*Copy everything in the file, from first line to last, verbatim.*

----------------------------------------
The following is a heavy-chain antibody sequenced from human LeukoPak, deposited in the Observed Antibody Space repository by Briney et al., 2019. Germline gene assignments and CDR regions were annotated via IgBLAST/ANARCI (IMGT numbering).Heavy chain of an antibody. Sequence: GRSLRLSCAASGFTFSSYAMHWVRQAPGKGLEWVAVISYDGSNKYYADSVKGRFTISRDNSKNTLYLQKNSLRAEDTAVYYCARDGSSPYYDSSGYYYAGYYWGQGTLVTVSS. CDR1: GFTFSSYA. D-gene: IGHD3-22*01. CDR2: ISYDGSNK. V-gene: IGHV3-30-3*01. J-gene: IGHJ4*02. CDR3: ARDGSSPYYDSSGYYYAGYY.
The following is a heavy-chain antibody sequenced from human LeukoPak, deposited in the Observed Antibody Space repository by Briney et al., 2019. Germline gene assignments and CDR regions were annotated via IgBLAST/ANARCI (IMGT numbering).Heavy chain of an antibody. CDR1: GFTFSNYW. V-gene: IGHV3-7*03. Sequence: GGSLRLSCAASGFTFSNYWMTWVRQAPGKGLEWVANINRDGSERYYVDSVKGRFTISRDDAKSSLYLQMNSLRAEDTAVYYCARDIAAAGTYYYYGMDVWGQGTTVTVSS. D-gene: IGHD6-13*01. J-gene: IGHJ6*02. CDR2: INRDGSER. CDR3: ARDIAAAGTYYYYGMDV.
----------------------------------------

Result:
The following is a heavy-chain antibody sequenced from human LeukoPak, deposited in the Observed Antibody Space repository by Briney et al., 2019. Germline gene assignments and CDR regions were annotated via IgBLAST/ANARCI (IMGT numbering).Heavy chain of an antibody. Sequence: GRSLRLSCAASGFTFSSYAMHWVRQAPGKGLEWVAVISYDGSNKYYADSVKGRFTISRDNSKNTLYLQKNSLRAEDTAVYYCARDGSSPYYDSSGYYYAGYYWGQGTLVTVSS. CDR1: GFTFSSYA. D-gene: IGHD3-22*01. CDR2: ISYDGSNK. V-gene: IGHV3-30-3*01. J-gene: IGHJ4*02. CDR3: ARDGSSPYYDSSGYYYAGYY.
The following is a heavy-chain antibody sequenced from human LeukoPak, deposited in the Observed Antibody Space repository by Briney et al., 2019. Germline gene assignments and CDR regions were annotated via IgBLAST/ANARCI (IMGT numbering).Heavy chain of an antibody. CDR1: GFTFSNYW. V-gene: IGHV3-7*03. Sequence: GGSLRLSCAASGFTFSNYWMTWVRQAPGKGLEWVANINRDGSERYYVDSVKGRFTISRDDAKSSLYLQMNSLRAEDTAVYYCARDIAAAGTYYYYGMDVWGQGTTVTVSS. D-gene: IGHD6-13*01. J-gene: IGHJ6*02. CDR2: INRDGSER. CDR3: ARDIAAAGTYYYYGMDV.